6.4. Leave to appeal

There is no leave required in courts of appeal in Estonian administrative court procedure, but the court of appeal can dismiss the appeal of the plaintiff without the oral hearing, if the plaintiff manifestly lacked standing before the administrative court. I think such possibility to dismiss the hearing of the case would by necessary in all cases, where the appeal is manifestly unfounded.
6.5. Restrictions of judicial review

a) Between administrative decision and first instance administrative court, main restrictions of the judicial review are:
– the time-limit for filing an action – 30 days as a rule;
– rules concerning the standing in administrative courts – only persons whose rights or freedoms are violated by the administration can file an action;
– principles concerning the ripeness of the case – the possibilities to claim before the final administrative decision are restricted;
– requirement to file an administrative objection before filing a an action in court – in some cases, e.g. actions against administrations of the prisons;
– requirement to pay the state fee.
b) Parties have the right to appeal against a judgment of an administrative court to a circuit court if the administrative court has applied a provision of substantive law incorrectly, evaluated evidence incorrectly or materially violated a provision of court procedure. The only serious restrictions thereby are:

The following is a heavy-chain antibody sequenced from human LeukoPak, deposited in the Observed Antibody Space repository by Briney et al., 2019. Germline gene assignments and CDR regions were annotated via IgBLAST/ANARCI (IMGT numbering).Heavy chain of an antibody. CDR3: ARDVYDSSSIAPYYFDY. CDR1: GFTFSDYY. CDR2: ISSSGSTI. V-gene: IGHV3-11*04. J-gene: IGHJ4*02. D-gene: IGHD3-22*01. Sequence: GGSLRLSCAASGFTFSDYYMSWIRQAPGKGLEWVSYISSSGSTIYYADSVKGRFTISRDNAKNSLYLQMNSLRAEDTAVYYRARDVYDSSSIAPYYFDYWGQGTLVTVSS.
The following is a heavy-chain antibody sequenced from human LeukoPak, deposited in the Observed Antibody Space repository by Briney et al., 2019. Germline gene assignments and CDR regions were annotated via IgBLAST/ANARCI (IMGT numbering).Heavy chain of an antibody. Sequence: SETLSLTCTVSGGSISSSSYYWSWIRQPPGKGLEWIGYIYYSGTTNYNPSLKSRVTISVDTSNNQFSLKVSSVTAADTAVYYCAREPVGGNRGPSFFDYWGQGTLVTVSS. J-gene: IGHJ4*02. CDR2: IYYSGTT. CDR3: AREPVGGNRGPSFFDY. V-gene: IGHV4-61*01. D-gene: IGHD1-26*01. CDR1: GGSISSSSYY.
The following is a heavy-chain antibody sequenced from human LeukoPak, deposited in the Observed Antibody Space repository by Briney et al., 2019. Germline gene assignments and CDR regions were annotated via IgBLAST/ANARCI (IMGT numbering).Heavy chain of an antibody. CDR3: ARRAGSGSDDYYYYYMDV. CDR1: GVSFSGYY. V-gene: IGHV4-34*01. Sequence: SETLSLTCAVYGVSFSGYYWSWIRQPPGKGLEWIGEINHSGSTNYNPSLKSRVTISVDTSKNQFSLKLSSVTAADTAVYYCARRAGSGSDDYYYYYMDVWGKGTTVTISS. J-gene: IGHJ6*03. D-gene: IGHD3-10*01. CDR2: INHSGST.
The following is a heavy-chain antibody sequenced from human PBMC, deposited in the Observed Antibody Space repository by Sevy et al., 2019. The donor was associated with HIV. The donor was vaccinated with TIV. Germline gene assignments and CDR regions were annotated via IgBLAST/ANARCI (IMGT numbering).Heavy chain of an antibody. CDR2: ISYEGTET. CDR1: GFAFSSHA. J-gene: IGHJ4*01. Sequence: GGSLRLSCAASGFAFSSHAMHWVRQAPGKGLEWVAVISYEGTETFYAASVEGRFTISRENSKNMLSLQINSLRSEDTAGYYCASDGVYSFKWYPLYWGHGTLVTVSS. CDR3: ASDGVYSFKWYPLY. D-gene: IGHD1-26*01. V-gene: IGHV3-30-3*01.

– the time limit – 30 days as a rule;
– state fee.
6.6. Changes in procedural rules

See 6.1. Particularly, more clarity is needed as regards the question which rules of civil procedure are relevant in administrative court procedure.

7. Goals

7.1. Goals set up by the government

According to the Code of the Administrative Procedure, the administrative case ought to be solved in reasonable time. No concrete period for proceedings is regulated by the laws. But the Ministry of Justice – organising amongst others the administrative courts – has set up the goal solve the administrative court cases in first instance during one year. For administrative authorities there are many concrete time limits laid down in legal acts– one month is a rule in many sectors of the public administration in simple cases.
7.2. Time limit rules
We have very few concrete time limit rules concerning the length of the administrative court procedure in Estonia: e.g. elections and referendum laws and law concerning the public meetings. The custody of mentally ill persons and children is decided by the civil courts, there are no time limit rules concerning those cases.
7.3 Violation of time limits
There are no special sanctions against violations of time limit rules. Theoretically, the disciplinary procedure against a judge can be initiated in serious cases.

8. System of remuneration

See 11 to 13.

9. President of the court

9.1. Responsibility of the president
The president is responsible for the orderly procedures in the court, thereunder for the solving of the cases in reasonable time. First, he or she has to observe the statistical data concerning the length of the proceedings and study the complaints of the parties whose cases are delaying. Then, he has to ascertain the causes of the delay and decide what can be done to accelerate the procedure and how to avoid delays in the future. He can particularly rearrange the work of the court registry, but he cannot give orders to a judge on how he should solve the procedural problems. The informal discussion of the causes of the delay with the judge or members of a chamber is the most effective way in most cases. There are some ideas to regulate such practices to some degree. The president cannot order a judge to decide some court cases as priority cases. For serious cases see 9.2 and 9.4 as well.